Uematsu T, Sano M, Homma K, Sato N. Value of three-dimensional helical CT image-guided planning for made-to-order lumpectomy in breast cancer patients. Breast J. 2004;10:33–7.CrossRefPubMedGoogle Scholar
  9. 9.
    Uematsu T, Sano M, Homma K, Shiina M, Kobayashi S. Three- dimensional helical CT of the breast: accuracy for measuring extent of breast cancer candidates for breast-conserving surgery. Breast Cancer Res Treat. 2001;65:249–57.CrossRefPubMedGoogle Scholar
  10. 10.
    Harada-Shoji N, Yamada T, Ishida T, Amari M, Suzuki A, Moriya T, et al. Usefulness of lesion image mapping with multidetector-row helical computed tomography using a dedicated skin marker in breast-conserving surgery. Eur Radiol. 2009;19:868–74.CrossRefPubMedGoogle Scholar
  11. 11.
    Tamaki Y, Akashi-Tanaka S, Ishida T, Uematsu T, Sawai Y, Kusama M, et al. 3D imaging of intraductal spread of breast cancer and its clinical application for navigation surgery. Breast Cancer. 2002;9:289–95.CrossRefPubMedGoogle Scholar
  12. 12.
    Akashi-Tanaka S, Sato N, Ohsumi S, Kimijima I, Inaji H, Teramoto S, et al. Evaluation of the usefulness of breast CT imaging in delineating tumor extent and guiding surgical management: a prospective multi-institutional study. Ann Surg. 2012;256:157–62.CrossRefPubMedGoogle Scholar
  13. 13.
    Shibamoto Y, Naruse A, Fukuma H, Ayakawa S, Sugie C, Tomita N. Influence of contrast materials on dose calculation in radiotherapy planning using computed tomography for tumors at various anatomical regions: a prospective study. Radiother Oncol. 2007;84:52–5.CrossRefPubMedGoogle Scholar
  14. 14.
    Kurtz JM, Jacquemier J, Amalric R, Brandone H, Ayme Y, Hans D, et al. Why are local recurrences after breast-conserving therapy more frequent in younger patients? J Clin Oncol. 1990;8:591–8.PubMedGoogle Scholar
  15. 15.
    Romestaing P, Lehingue Y, Carrie C, Coquard R, Montbarbon X, Ardiet JM, et al. Role of a 10-Gy boost in the conservative treatment of early breast cancer: results of a randomized clinical trial in Lyon, France. J Clin Oncol. 1997;15:963–8.PubMedGoogle Scholar
  16. 16.
    Fisher B, Anderson S, Bryant J, Margolese RG, Deutsch M, Fisher ER, et al. Twenty-year follow-up of a randomized trial comparing total mastectomy, lumpectomy, and lumpectomy plus irradiation for the treatment of invasive breast cancer. N Engl J Med. 2002;347:1233–41.CrossRefPubMedGoogle Scholar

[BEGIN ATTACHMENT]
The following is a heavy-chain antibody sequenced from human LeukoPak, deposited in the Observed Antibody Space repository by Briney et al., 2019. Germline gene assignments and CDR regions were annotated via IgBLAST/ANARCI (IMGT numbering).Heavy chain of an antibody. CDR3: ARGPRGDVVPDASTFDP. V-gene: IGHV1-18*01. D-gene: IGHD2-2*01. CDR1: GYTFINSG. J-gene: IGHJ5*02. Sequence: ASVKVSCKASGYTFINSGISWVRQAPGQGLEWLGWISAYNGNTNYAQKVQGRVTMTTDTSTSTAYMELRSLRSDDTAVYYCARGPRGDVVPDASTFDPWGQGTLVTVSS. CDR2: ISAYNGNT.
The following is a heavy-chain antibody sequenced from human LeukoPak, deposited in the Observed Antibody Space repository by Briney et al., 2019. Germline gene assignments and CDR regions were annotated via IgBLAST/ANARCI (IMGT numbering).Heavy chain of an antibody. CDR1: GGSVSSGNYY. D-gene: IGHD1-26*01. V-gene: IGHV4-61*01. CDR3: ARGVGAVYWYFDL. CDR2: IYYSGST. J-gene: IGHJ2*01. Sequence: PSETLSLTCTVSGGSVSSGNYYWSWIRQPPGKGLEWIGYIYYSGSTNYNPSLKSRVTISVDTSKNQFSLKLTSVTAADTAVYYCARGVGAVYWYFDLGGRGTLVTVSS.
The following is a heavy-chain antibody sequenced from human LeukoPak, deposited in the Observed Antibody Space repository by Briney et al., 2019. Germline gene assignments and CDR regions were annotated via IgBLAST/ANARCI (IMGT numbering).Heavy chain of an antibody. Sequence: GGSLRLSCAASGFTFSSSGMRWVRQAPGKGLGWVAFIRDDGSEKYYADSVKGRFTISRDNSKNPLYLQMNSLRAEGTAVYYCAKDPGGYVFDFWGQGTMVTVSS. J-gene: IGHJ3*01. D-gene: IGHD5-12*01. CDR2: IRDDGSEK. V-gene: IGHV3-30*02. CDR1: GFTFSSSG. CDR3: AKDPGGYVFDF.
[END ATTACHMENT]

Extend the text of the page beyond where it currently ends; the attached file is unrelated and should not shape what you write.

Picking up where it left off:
17. 17.
    Anscher MS, Jones P, Prosnitz LR, Blackstock W, Hebert M, Reddick R, et al. Local failure and margin status in early-stage breast cancer treated with conservation surgery and radiation therapy. Ann Surg. 1993;218:22–8.CrossRefPubMedPubMedCentralGoogle Scholar
  18. 18.
    American College of Radiology. Breast imaging reporting data system (BI-RADS). 4th ed. Reston: American College of Radiology; 2003.Google Scholar
  19. 19.
    Tozaki M, Fukuda K. High-spatial-resolution MRI of non-masslike breast lesions: interpretation model based on BI-RADS MRI descriptors. Am J Roentgenol. 2006;187:330–7.CrossRefGoogle Scholar
  20. 20.
    Ogawa T, Tozaki M, Yamashiro N, Kawano N, Suzuki T, Ozaki S, et al. New preoperative MRI marking technique for a patient with ductal carcinoma in situ. Breast Cancer. 2008;15:309–14.CrossRefPubMedGoogle Scholar
  21. 21.
    Yamashiro N, Tozaki M, Ogawa T, Kawano N, Suzuki T, Ozaki S, et al. Preoperative MRI marking technique for the planning of breast-conserving surgery. Breast Cancer. 2009;16:223–8.CrossRefPubMedGoogle Scholar

Copyright information

© The Japanese Breast Cancer Society 2014

Authors and Affiliations

  • Misugi Urano
    • 1
    Email author
  • Norio Shiraki
    • 2
  • Masaki Hara
    • 2
  • Tatsuya Toyama
    • 3
  • Yuta Shibamoto
    • 1
  1. 1.Department of RadiologyNagoya City University Graduate School of Medical SciencesNagoyaJapan
  2. 2.Department of RadiologyNagoya City West Medical CenterNagoyaJapan
  3. 3.Department of Breast and Endocrine SurgeryNagoya City University Graduate School of Medical SciencesNagoyaJapan

Personalised recommendations